Lusaka, Zambia, Africa, Part 1 (August 24-26, 2015)

Zambia Conference

(The following post was written by my wife Mary.)

It was a long journey to Zambia; from Grand Rapids we went to Atlanta, then to Johannesburg, and finally to Lusaka (19 hours flying, 29 hours on the way). Pastor Ronald and Sarah Kalifungwa were our travel companions. Ronald had just finished speaking at our Puritan Reformed Conference, and Joel then spoke at the Zambian Reformed Conference at Ronald’s church, Lusaka Baptist Church.

We stayed at the home of Sylvester and Joyce. He is an engineer who used to work for the government in the energy department; now he works for a private firm. She was a physical therapist and had a clothing business. They have two sons who are studying in Australia. They provided us with a comfortable, beautiful place to stay, and delicious food to eat! Other friends, Henry and Rosemary, an orthopedic surgeon and a secretary, also stayed a few nights.

A nation of 14 million, Zambia is surrounded by eight other countries in the southern part of Africa. Lusaka, the capital, has four million people. Zambia is a Christian nation by law. Poverty is a large problem, though the situation is improving. Some of the other problems that plague many African nations, such as HIV/AIDS, corruption, Islam infiltration, drugs, immorality, and unemployment are considerably less pronounced in Zambia. About 70 percent of the people attend church, though many are Arminian and Pentecostal. The presence of Christianity is attributable in part to David Livingstone, who ministered in Zambia and surrounding countries in the mid-nineteenth century.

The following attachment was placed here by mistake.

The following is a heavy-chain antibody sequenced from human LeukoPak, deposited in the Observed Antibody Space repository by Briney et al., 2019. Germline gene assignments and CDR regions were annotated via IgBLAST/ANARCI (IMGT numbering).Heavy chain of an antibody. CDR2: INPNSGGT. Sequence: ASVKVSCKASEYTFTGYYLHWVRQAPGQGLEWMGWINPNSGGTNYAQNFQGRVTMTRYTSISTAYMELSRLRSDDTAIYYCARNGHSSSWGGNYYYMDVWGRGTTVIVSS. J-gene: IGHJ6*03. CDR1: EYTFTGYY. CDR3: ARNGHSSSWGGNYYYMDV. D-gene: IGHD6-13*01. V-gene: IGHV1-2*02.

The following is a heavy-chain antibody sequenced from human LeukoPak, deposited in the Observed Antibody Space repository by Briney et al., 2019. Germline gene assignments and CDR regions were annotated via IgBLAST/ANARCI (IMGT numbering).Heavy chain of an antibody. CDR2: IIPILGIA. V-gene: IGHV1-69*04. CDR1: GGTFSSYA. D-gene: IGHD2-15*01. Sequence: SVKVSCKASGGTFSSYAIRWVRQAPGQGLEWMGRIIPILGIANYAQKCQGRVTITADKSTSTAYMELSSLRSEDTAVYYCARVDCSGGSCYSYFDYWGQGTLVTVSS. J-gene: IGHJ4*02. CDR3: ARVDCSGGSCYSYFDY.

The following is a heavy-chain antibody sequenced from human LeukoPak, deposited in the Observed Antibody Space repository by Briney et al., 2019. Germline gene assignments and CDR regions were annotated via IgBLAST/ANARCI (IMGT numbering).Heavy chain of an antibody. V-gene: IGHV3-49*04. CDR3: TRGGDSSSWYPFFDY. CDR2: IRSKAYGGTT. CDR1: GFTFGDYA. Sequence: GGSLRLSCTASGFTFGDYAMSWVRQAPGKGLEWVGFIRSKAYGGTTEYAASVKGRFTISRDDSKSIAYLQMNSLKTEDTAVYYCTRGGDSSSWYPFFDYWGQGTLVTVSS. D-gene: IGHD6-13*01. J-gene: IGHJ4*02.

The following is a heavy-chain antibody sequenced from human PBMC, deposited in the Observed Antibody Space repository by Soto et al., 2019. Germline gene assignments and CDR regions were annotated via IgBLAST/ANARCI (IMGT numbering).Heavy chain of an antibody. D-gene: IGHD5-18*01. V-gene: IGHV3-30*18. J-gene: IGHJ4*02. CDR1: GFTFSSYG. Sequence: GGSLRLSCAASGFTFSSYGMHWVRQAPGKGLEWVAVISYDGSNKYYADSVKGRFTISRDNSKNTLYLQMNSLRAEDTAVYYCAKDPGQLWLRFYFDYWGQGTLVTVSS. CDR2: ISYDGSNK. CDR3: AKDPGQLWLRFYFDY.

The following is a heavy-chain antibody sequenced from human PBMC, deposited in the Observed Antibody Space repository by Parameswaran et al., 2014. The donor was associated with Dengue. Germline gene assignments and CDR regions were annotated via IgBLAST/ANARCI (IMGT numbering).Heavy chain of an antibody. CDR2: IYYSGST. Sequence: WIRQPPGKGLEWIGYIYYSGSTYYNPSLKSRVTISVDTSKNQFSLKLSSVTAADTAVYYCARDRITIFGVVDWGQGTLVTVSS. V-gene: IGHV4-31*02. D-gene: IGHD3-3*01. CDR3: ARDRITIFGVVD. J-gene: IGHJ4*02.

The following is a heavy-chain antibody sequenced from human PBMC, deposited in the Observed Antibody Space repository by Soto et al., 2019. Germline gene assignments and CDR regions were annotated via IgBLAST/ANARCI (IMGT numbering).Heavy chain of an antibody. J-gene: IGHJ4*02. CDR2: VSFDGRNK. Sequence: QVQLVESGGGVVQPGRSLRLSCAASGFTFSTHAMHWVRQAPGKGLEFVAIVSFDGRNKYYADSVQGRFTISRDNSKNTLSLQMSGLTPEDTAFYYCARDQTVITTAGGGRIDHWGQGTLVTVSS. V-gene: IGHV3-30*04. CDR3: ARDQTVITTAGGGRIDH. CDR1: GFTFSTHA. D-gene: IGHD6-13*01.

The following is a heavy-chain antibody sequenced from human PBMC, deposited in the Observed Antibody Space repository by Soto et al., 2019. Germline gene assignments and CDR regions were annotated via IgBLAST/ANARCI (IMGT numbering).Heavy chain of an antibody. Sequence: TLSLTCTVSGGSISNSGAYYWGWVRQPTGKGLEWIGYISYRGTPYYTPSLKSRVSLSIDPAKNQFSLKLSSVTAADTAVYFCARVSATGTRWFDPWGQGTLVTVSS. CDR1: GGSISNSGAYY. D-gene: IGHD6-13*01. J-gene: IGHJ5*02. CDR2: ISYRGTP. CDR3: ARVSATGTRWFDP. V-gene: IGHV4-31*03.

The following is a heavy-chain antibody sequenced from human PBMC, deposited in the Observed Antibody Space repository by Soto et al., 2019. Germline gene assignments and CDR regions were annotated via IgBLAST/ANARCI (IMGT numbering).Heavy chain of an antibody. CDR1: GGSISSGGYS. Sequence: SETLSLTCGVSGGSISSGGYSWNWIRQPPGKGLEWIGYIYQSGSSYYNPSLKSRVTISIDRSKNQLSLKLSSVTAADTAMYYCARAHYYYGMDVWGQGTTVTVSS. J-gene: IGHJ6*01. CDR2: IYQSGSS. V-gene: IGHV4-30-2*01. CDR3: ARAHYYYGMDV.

With Conrad Mbewe and Ronald Kalifungwa

With Conrad Mbewe and Ronald Kalifungwa

Years ago, we heard of God’s blessing in Zambia. At that time, Joel overheard someone ask Conrad Mbewe, a well-known Zambian minister, how the church prospered. At first Mbewe ignored the question. When asked again, he humbly answered, “In countries where there is more prosperity, people relax in the evening with their TVs and other entertainment. In Zambia, many people don’t have those things. They basically only have their Bible, so they spend time reading and studying and having family worship.” Modernization has increased in recent times, but God is still blessing Zambia.

There are seven main tribal languages spoken in Zambia, but at least seventy-two dialects. Until 1964, the country was called Northern Rhodesia and was under the rule of the United Kingdom. All education is in English, which is a unifying factor for all of Zambia. The sad thing is that many children are too poor to go to school, so they only pick up a bit of English in society and are forced to find whatever menial labor they can find as they grow up. An elder’s wife is starting a non-profit to provide education and training for poor children.